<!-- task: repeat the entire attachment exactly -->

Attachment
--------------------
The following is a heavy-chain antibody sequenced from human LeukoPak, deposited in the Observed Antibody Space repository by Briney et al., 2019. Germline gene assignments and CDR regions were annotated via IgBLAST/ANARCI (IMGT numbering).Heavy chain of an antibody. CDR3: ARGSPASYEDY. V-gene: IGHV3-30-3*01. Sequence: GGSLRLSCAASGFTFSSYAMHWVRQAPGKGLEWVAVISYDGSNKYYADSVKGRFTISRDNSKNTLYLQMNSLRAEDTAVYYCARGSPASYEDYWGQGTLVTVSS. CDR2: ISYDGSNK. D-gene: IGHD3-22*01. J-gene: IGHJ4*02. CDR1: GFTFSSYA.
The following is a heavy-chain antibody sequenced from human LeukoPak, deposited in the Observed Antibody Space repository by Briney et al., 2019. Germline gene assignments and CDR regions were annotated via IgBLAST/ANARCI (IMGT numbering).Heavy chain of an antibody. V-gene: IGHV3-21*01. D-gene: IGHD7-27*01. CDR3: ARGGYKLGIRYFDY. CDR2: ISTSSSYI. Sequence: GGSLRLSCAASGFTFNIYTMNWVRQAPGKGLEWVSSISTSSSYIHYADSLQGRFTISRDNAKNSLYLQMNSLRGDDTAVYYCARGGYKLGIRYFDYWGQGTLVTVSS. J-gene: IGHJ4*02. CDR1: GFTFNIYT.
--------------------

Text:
The following is a heavy-chain antibody sequenced from human LeukoPak, deposited in the Observed Antibody Space repository by Briney et al., 2019. Germline gene assignments and CDR regions were annotated via IgBLAST/ANARCI (IMGT numbering).Heavy chain of an antibody. CDR3: ARGSPASYEDY. V-gene: IGHV3-30-3*01. Sequence: GGSLRLSCAASGFTFSSYAMHWVRQAPGKGLEWVAVISYDGSNKYYADSVKGRFTISRDNSKNTLYLQMNSLRAEDTAVYYCARGSPASYEDYWGQGTLVTVSS. CDR2: ISYDGSNK. D-gene: IGHD3-22*01. J-gene: IGHJ4*02. CDR1: GFTFSSYA.
The following is a heavy-chain antibody sequenced from human LeukoPak, deposited in the Observed Antibody Space repository by Briney et al., 2019. Germline gene assignments and CDR regions were annotated via IgBLAST/ANARCI (IMGT numbering).Heavy chain of an antibody. V-gene: IGHV3-21*01. D-gene: IGHD7-27*01. CDR3: ARGGYKLGIRYFDY. CDR2: ISTSSSYI. Sequence: GGSLRLSCAASGFTFNIYTMNWVRQAPGKGLEWVSSISTSSSYIHYADSLQGRFTISRDNAKNSLYLQMNSLRGDDTAVYYCARGGYKLGIRYFDYWGQGTLVTVSS. J-gene: IGHJ4*02. CDR1: GFTFNIYT.